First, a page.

Lieffring tempers her willingness to try new things with a dose of business savvy and will ditch new ideas if they don’t work to that end. But mostly, they do. Her bold redesign of Kohler’s booth won an excellence award at Decorex in South Africa, then wowed attendees at KBIS 2017.
Lieffring brings creativity and the courage to switch things up to her design table at Kohler, along with an understanding for a business purpose behind her vision. “If a design doesn’t make sense for business, I’m not going to push it just because it’s pretty,” she says. “I’ll look at a different option.”
Kohler’s exhibits at KBIS and other global trade shows have always been grand, but Lieffring feels the budget wasn’t always spent on the right details. So, she set out last year to change all that, replacing what she calls “a mismatch of mini displays that didn’t showcase the product very well” with a more minimalist approach. Instead of lining up products on a laminate plinth, the new 16,800-square-foot booth features products in lifestyle areas. “It felt like you walked into a store or a showroom versus a trade show booth,” she says. “The biggest struggle was moving through all the approval steps, but eventually people started to embrace it.”
With a bachelor of fine arts degree in interior architecture and design from the Milwaukee Institute of Art and Design, Lieffring launched her career designing theme parks, zoos and museums before joining Kohler, where she has spent the past 10 years. She began as a trade show designer, then became senior art director and now the creative director, where she oversees set and showroom designs as well as designs for 20 to 30 trade shows and other events a year. She’s also in on the creative and strategic planning for global trade shows, product launches and overall concepts and idea development.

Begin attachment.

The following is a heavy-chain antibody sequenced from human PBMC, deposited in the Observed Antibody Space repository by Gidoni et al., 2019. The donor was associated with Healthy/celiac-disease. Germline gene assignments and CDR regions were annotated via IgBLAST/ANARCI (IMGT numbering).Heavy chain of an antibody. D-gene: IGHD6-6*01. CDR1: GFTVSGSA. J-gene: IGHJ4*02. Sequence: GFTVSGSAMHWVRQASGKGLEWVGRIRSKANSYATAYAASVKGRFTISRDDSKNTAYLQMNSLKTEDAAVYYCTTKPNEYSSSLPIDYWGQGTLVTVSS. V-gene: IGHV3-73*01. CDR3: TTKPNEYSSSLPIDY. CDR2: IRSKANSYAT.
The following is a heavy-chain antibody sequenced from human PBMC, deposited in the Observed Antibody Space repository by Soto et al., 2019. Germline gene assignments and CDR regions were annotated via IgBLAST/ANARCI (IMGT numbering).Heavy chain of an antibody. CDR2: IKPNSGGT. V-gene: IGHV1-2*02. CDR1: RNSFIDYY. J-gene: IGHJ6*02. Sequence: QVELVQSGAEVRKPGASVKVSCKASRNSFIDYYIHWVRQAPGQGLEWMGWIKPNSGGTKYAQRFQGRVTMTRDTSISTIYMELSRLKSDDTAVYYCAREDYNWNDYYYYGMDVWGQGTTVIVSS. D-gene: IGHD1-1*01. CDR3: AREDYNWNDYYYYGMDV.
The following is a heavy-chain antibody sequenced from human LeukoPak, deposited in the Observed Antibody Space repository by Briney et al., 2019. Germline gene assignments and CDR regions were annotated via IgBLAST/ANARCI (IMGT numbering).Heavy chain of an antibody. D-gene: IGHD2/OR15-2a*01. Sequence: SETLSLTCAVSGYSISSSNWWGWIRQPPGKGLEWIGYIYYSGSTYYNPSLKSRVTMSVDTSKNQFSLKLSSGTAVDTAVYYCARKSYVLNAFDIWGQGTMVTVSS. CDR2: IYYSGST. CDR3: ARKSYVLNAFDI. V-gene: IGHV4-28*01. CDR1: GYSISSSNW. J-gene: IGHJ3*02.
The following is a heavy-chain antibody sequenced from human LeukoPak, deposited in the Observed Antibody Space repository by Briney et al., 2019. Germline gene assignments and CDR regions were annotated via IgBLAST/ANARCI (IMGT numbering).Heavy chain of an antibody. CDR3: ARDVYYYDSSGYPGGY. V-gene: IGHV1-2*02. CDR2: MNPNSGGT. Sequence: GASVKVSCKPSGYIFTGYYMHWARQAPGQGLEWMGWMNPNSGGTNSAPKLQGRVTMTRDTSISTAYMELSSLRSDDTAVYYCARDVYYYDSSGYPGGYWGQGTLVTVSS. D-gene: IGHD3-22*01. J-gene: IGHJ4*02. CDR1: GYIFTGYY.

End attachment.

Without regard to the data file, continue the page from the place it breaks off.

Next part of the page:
Lieffring sees trade show exhibits becoming more personal with an emphasis on building trust with a brand. “It’s not about sales, it’s about making friendships and having people come in and offering them a cup of coffee or a snack and developing a relationship with them,” she says. “You want them to leave with a memory of your space and the amazing time they spent there.”
Designing curated spaces that make an emotional impact is no easy feat. Lieffring heads a team of two designers that she motivates by encouraging flexibility and researching the wide world of culture beyond Kohler. They travel to trade shows and fashion shows looking for the latest trends in materials, finishes, color palettes and more all in the spirit of discovery. “If I have a weird idea, I’m going to try it and see what happens,” she says. “It could be amazing, and so far, nothing has extremely failed.”
And that’s the way Kohler likes it. “They want us to go outside the box, do something completely different and try new things,” she says.
Dream Team Title:
Executive Director of Customer Engagement
Global Auto Show and Events Manager, Ford
Why We Want Him: